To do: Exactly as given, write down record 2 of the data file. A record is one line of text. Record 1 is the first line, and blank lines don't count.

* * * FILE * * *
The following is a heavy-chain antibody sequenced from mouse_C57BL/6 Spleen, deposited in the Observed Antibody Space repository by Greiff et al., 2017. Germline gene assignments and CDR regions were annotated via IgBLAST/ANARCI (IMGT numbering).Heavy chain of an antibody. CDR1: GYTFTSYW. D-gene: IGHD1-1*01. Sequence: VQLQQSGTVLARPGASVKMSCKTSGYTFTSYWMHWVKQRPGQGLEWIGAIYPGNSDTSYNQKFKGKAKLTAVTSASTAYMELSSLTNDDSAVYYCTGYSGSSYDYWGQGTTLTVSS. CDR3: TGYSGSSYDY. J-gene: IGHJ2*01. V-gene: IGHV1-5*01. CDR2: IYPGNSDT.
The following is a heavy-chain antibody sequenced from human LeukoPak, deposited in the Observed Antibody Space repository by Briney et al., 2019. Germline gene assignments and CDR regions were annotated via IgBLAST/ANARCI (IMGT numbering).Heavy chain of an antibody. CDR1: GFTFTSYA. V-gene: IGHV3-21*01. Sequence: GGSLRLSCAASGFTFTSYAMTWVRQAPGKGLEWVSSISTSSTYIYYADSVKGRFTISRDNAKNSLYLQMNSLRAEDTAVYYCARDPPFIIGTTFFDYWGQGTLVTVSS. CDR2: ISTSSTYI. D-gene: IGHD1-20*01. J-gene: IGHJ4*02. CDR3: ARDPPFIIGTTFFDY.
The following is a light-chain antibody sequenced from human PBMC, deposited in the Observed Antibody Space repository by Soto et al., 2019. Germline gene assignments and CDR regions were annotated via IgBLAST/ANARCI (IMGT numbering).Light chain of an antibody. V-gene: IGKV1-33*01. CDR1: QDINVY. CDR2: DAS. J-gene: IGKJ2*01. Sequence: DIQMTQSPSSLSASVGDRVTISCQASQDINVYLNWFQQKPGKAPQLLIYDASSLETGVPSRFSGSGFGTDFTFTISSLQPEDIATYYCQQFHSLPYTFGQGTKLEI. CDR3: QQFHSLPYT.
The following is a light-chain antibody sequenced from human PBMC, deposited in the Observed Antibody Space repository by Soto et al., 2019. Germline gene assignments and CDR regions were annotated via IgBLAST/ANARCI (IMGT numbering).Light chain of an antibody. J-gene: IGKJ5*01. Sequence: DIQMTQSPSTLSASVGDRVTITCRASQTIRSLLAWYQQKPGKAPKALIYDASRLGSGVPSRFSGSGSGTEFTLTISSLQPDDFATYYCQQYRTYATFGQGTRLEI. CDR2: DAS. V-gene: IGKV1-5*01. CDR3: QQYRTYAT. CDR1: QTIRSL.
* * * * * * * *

The following is a heavy-chain antibody sequenced from human LeukoPak, deposited in the Observed Antibody Space repository by Briney et al., 2019. Germline gene assignments and CDR regions were annotated via IgBLAST/ANARCI (IMGT numbering).Heavy chain of an antibody. CDR1: GFTFTSYA. V-gene: IGHV3-21*01. Sequence: GGSLRLSCAASGFTFTSYAMTWVRQAPGKGLEWVSSISTSSTYIYYADSVKGRFTISRDNAKNSLYLQMNSLRAEDTAVYYCARDPPFIIGTTFFDYWGQGTLVTVSS. CDR2: ISTSSTYI. D-gene: IGHD1-20*01. J-gene: IGHJ4*02. CDR3: ARDPPFIIGTTFFDY.